clusterctl for Developers

This document describes how to use clusterctl during the development workflow.

Prerequisites

  • A Cluster API development setup (go, git, kind v0.7 or newer, Docker v19.03 or newer etc.)
  • A local clone of the Cluster API GitHub repository
  • A local clone of the GitHub repositories for the providers you want to install

Build clusterctl

From the root of the local copy of Cluster API, you can build the clusterctl binary by running:

make clusterctl

The output of the build is saved in the bin/ folder; In order to use it you have to specify the full path, create an alias or copy it into a folder under your $PATH.

Use local artifacts

Clusterctl by default uses artifacts published in the providers repositories; during the development workflow it might happen you want to use artifacts from your local workstation.

There are two options to do so:

  • Use the overrides layer, when you want to override a single published artifact with a local one.
  • Create a local repository, when you want to avoid to use published artifacts and use intead the local ones.

If you want to create a local artifact, follow those instructions:

Build artifacts locally

In order to build artifacts for the CAPI core provider, the kubeadm bootstrap provider and the kubeadm control plane provider:

make docker-build REGISTRY=gcr.io/k8s-staging-cluster-api
make -C test/infrastructure/docker generate-manifests REGISTRY=gcr.io/k8s-staging-cluster-api

In order to build docker provider artifacts

make -C test/infrastructure/docker docker-build REGISTRY=gcr.io/k8s-staging-cluster-api
make -C test/infrastructure/docker generate-manifests REGISTRY=gcr.io/k8s-staging-cluster-api

Create a clusterctl-settings.json file

Next, create a clusterctl-settings.json file and place it in your local copy of Cluster API. Here is an example:

{
  "providers": ["cluster-api","bootstrap-kubeadm","control-plane-kubeadm", "infrastructure-aws", "infrastructure-docker"],
  "provider_repos": ["../cluster-api-provider-aws"]
}

providers (Array[]String, default=[]): A list of the providers to enable. See available providers for more details.

provider_repos (Array[]String, default=[]): A list of paths to all the providers you want to use. Each provider must have a clusterctl-settings.json file describing how to build the provider assets.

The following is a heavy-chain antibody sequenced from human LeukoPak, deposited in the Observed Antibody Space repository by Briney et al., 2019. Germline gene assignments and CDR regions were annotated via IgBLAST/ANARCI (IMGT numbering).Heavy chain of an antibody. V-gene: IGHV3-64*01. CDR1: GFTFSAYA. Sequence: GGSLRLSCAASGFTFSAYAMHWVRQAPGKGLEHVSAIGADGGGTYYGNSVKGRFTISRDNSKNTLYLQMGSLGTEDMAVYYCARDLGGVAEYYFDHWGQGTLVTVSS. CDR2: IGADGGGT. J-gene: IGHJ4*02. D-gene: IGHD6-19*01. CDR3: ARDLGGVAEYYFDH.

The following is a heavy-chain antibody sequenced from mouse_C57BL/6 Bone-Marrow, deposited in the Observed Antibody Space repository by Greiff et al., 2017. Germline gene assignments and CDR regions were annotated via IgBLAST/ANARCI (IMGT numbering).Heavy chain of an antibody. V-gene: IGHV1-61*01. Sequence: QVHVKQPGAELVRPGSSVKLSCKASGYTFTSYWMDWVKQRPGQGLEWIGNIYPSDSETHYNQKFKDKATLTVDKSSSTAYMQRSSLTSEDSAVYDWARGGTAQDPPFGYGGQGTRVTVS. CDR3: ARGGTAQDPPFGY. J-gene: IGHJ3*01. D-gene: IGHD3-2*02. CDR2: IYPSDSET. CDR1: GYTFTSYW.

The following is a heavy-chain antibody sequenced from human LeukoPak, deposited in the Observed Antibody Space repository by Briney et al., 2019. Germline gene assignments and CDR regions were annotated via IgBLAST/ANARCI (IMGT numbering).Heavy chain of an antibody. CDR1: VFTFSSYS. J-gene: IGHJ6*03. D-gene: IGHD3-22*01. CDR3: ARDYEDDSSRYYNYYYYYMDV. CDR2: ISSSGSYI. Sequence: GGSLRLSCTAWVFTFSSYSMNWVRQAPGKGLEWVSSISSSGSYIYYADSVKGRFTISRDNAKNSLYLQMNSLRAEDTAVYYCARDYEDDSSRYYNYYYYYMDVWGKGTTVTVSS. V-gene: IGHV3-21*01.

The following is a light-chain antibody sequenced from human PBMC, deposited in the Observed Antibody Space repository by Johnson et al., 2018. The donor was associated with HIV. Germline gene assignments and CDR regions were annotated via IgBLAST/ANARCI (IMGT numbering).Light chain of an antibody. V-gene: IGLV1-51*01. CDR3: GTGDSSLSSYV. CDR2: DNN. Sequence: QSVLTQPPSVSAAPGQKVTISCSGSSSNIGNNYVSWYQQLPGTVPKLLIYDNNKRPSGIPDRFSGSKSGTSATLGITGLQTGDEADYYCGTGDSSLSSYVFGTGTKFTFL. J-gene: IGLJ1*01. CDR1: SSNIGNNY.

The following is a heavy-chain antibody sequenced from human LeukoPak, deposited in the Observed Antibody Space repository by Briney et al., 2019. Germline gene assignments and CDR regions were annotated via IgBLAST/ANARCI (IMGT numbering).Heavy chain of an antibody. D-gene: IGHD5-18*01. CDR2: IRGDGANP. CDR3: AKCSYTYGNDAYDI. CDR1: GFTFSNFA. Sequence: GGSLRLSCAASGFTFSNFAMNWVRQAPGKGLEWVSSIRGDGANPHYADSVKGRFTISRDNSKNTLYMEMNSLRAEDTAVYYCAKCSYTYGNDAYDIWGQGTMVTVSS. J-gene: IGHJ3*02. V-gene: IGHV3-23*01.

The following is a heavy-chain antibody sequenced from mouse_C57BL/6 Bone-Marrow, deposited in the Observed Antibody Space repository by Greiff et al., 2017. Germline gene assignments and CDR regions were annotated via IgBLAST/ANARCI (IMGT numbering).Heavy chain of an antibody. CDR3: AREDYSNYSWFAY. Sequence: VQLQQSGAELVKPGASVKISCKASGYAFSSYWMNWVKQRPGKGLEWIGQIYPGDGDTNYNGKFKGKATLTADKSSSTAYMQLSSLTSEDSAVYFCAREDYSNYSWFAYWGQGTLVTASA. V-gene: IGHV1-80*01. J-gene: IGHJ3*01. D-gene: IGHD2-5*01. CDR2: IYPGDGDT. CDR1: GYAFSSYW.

Create the local repository

Run the create-local-repository hack from the root of the local copy of Cluster API:

cmd/clusterctl/hack/create-local-repository.py

The script reads from the source folders for the providers you want to install, builds the providers’ assets, and places them in a local repository folder located under $HOME/.cluster-api/dev-repository/. Additionally, the command output provides you the clusterctl init command with all the necessary flags. The output should be similar to:

clusterctl local overrides generated from local repositories for the cluster-api, bootstrap-kubeadm, control-plane-kubeadm, infrastructure-docker, infrastructure-aws providers.
in order to use them, please run:

clusterctl init \
   --core cluster-api:v0.3.8 \
   --bootstrap kubeadm:v0.3.8 \
   --control-plane kubeadm:v0.3.8 \
   --infrastructure aws:v0.5.0 \
   --infrastructure docker:v0.3.8 \
   --config ~/.cluster-api/dev-repository/config.yaml

As you might notice, the command is using the $HOME/.cluster-api/dev-repository/config.yaml config file, containing all the required setting to make clusterctl use the local repository.

Available providers

The following providers are currently defined in the script:

  • cluster-api
  • bootstrap-kubeadm
  • control-plane-kubeadm
  • infrastructure-docker

More providers can be added by editing the clusterctl-settings.json in your local copy of Cluster API; please note that each provider_repo should have its own clusterctl-settings.json describing how to build the provider assets, e.g.

{
  "name": "infrastructure-aws",
  "config": {
    "componentsFile": "infrastructure-components.yaml",
    "nextVersion": "v0.5.0",
  }
}

Create a kind cluster

kind can provide a Kubernetes cluster to be used a management cluster. See Install and/or configure a kubernetes cluster for more about how.

Before running clusterctl init, you must ensure all the required images are available in the kind cluster.

This is always the case for images published in some image repository like docker hub or gcr.io, but it can’t be the case for images built locally; in this case, you can use kind load to move the images built locally. e.g

kind load docker-image gcr.io/k8s-staging-cluster-api/cluster-api-controller-amd64:dev
kind load docker-image gcr.io/k8s-staging-cluster-api/kubeadm-bootstrap-controller-amd64:dev
kind load docker-image gcr.io/k8s-staging-cluster-api/kubeadm-control-plane-controller-amd64:dev
kind load docker-image gcr.io/k8s-staging-cluster-api/capd-manager-amd64:dev

to make the controller images available for the kubelet in the management cluster.

Additional Notes for the Docker Provider

The command for getting the kubeconfig file for connecting to a workload cluster is the following:

clusterctl get kubeconfig capi-quickstart > capi-quickstart.kubeconfig

When using docker on MacOS, you will need to do a couple of additional steps to get the correct kubeconfig for a workload cluster created with the docker provider:

# Point the kubeconfig to the exposed port of the load balancer, rather than the inaccessible container IP.
sed -i -e "s/server:.*/server: https:\/\/$(docker port capi-quickstart-lb 6443/tcp | sed "s/0.0.0.0/127.0.0.1/")/g" ./capi-quickstart.kubeconfig

# Ignore the CA, because it is not signed for 127.0.0.1
sed -i -e "s/certificate-authority-data:.*/insecure-skip-tls-verify: true/g" ./capi-quickstart.kubeconfig